All studies are directly supervised by physicians and research experts. This extra safety measure is designed to ensure compliance with all scientific and ethical guidelines. These regulatory requirements for drug studies address safety and efficacy issues unique to the use of drugs in clinical research and are designed to guarantee the safety of all participants in a clinical trial. Every trial also has a local principal investigator whose name and phone number are on every trial and can be contacted. In addition, all investigators have required training and periodic updates of training.

Another safeguard is the Informed Consent process, which also protects participants throughout the clinical trial. The Informed Consent form contains all the details about the trial. You will be given that form when you are considering a specific trial so you can make an informed decision about volunteering.

A member of your health care team should explain the Informed Consent information in easy-to-understand language. That explanation should include details about the purpose of the research, including your role in the trial, how the trial will work, risks, benefits, expectations, protocols, alternative beneficial procedures or treatments, the research subject’s rights, where more information can be found and answers to additional questions about the research.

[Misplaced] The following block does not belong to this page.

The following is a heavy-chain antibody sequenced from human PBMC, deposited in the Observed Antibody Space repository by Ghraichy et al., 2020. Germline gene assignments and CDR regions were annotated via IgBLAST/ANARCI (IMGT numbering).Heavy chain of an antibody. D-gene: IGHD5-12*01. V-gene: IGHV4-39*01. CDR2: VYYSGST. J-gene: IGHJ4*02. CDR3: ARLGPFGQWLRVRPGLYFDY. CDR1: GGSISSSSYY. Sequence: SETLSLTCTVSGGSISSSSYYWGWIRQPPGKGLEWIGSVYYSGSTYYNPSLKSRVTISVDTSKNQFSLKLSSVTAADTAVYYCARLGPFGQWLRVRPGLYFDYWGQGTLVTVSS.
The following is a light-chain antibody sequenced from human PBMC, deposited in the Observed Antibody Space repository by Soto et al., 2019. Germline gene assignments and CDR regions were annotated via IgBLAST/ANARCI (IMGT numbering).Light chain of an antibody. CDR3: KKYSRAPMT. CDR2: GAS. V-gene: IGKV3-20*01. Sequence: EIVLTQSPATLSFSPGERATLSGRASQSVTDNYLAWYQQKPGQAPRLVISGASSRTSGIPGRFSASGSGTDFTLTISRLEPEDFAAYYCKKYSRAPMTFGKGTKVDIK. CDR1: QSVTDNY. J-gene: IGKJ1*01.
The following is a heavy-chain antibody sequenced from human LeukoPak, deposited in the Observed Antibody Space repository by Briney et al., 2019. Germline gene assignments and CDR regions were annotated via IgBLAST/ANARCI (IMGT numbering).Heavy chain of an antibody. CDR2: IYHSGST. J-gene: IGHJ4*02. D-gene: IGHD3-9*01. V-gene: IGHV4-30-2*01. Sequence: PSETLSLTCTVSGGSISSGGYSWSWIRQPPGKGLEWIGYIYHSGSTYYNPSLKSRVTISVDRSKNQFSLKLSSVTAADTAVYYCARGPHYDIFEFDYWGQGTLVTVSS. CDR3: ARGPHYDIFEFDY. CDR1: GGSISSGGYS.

The document will include some of the following information:

  • The trial and its goals.
  • Possible risks and benefits.
  • How the participant will be monitored and what side effects to expect.
  • The best standard regimen of care for the stage of your disease, regardless of the doctor or institution.
  • The safeguards in place. All clinical trial participants are protected by rules that apply nationwide to all facilities.
  • How to withdraw from the trial. You may choose to leave the trial at any time and for any reason.

To ensure you fully understand, you are required to review the form. You should have a reasonable amount of time to review the trial’s information and ask questions before giving your consent.

Before signing it, check with your insurance providers to determine the procedures that are covered and those you will be expected or required to pay out of pocket. Although many components of the trial may be covered, other expenses may be your responsibility. It is important for you to have this information before you begin participating in the trial.

Keep in mind that participants in a clinical trial are not guaranteed to benefit. And, as with any type of cancer treatment, potential risks as well as benefits may occur.

 

National Research Act

The U.S. government passed this act in 1974, which ultimately led to the creation of these basic ethical guidelines for clinical trials:

Respect for people: All people, including those who require assistance to make their own decisions, should be respected and have the right to choose which treatments they receive.

Beneficence: People are treated in an ethical manner by respecting their decisions, protecting them from harm and making efforts to secure their well-being. Additionally, people should be protected from harm by maximizing benefits and minimizing risks in the research study.

Justice: All people should share the benefits and burdens of research.